Illustration by Maren Slobody.
Illustration by Maren Slobody.

Strapped to a restraint chair and force-fed through a tube inserted into the stomach through the nose, hunger-striking detainees of the Guantanamo Bay detention camp are not given the chance to protest their detention.

Hunger strikes among Guantanamo Bay detainees have been numerous and ongoing since it opened in 2002. However, the current hunger strike is growing steadily in size and according to the detainee lawyers, as many as 130 prisoners of the 166 at Guantanamo are taking part. These dire conditions prompted a visit from the International Committee of the Red Cross (ICRC) this week. After its visit, the ICRC renewed pressure to shut the facility down.

Among those also urging closure is Navi Pillay, the United Nations high commissioner for human rights. This past week, she called on the United States to shutter the facility, calling the indefinite imprisonment of detainees without charge or trial in a civilian court a clear breach of international law.

In the past the Bush administration justified ignoring the Geneva Convention and the U.N. Convention Against Torture on the grounds that detainees were not “prisoners of war” or “criminal suspects.” Inmates at Guantanamo Bay were held as “enemy combatants,” a definition that accorded them little to no protection under international law.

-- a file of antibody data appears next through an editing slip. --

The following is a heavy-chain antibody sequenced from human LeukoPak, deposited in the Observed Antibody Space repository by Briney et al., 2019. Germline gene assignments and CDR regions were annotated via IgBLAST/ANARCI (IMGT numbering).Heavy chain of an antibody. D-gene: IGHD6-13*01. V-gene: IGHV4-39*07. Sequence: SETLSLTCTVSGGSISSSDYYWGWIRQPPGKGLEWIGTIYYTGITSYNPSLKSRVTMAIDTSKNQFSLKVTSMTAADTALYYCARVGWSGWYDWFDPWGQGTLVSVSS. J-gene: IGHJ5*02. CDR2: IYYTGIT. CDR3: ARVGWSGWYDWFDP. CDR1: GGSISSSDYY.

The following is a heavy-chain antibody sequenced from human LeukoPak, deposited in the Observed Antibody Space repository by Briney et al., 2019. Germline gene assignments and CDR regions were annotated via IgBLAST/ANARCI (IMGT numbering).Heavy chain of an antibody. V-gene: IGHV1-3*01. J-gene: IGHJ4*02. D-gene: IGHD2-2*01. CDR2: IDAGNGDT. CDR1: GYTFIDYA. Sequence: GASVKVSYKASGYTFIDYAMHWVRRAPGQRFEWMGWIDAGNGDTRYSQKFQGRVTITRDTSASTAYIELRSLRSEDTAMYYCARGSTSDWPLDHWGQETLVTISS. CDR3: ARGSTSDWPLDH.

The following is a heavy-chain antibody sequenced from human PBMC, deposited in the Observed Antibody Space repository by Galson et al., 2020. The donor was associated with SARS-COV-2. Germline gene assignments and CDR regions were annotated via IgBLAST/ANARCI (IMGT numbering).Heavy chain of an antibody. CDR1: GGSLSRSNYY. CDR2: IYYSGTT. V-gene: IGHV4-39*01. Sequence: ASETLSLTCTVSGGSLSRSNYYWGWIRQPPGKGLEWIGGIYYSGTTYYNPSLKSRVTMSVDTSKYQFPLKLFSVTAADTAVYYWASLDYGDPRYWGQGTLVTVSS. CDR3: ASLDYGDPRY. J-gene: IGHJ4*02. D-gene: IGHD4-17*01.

Similarly, the Obama administration has ignored criticism and has broken its promise to close the facility four years ago.

About half of the current 166 detainees are cleared for transfer to their home country or another foreign country willing to give them another start. However, for many of these detainees there is no end in sight for their captivity and they will continue to face excessive violence and torture.

Detainees already cleared for release must either be transferred to their home country or foreign country. At the moment there is not enough evidence to hold detainees who are cleared of charges. Detainees who are accused or convicted of crimes should be tried in a civilian court rather than a military tribunal to ensure they are processed and protected under international law.

While Congress has expressed concern with the potential danger of abruptly closing the facility and transferring detainees to host countries, this in no way justifies the continued abuse of detainees by US forces.

The recent condemnation by human rights commissioner Navi Pillay is only the latest reminder of the injustices being carried out at Guantanamo Bay. The United States must uphold its international commitments and find a workable plan to finally close Guantanamo Bay.

The Obama administration must not let its promises go unkept.